“We are full of patience, waiting when statements will be followed by actions that will actually let us understand what we should and could focus on in developing bilateral Russia-U.S. ties,” he said.
Although the pro-Trump fervor in Moscow has largely faded from public view, some boosters of the U.S. president are still comparing him favorably with President Obama, a frequent target of Russian barbs. Russian senator Alexey Pushkov tweeted that Trump’s speech lacked the “angry stupidities about Russia” that he described as standard practice for Obama.
Others in Moscow have echoed Trump’s previous harsh assessments of the U.S. intelligence community. In an interview, former Russian lawmaker Sergei Markov suggested darkly that the president was being punished by the U.S. “deep state” — a conspiratorial term that generally describes influential members of the bureaucracy or military wielding a hidden hand in government policy — for trying to improve relations with Russia.
“They want to overthrow him,” Markov said in an interview.
Trump’s pro-Russia stance has rattled European leaders, who were deeply disconcerted when he declared earlier this year, in newspaper interviews with two European outlets, that he had equal regard for Putin and for German Chancellor Angela Merkel, a close American ally. That followed a string of disparaging remarks about key institutions like the NATO alliance and the European Union.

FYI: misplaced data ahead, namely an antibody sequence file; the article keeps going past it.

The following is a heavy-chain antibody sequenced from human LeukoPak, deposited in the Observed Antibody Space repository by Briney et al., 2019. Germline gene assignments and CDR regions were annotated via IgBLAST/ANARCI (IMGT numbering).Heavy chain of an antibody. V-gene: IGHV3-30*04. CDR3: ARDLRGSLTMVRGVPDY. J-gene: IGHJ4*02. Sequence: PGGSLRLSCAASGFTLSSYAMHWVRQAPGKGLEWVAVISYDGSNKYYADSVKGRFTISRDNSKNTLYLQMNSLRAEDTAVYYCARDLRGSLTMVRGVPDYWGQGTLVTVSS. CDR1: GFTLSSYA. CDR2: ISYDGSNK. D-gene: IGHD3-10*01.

The Trump administration sought to calm those fears with European trips last month by Vice President Mike Pence and Defense Secretary James N. Mattis, but in the wake of the Flynn affair, many Europeans wondered whether Pence in particular really spoke for the president.
White House strategist Stephen K. Bannon, who has spearheaded White House skepticism about the postwar U.S.-led Western order, spoke with the German ambassador to Washington before the Pence and Mattis trips. The Reuters news agency said the German envoy was left with the impression that Trump still considers the European Union a failing project, but the White House said the call was too brief for a serious discussion of international affairs.
Special correspondent Mirovalev reported from Moscow and Times staff writer King from Washington.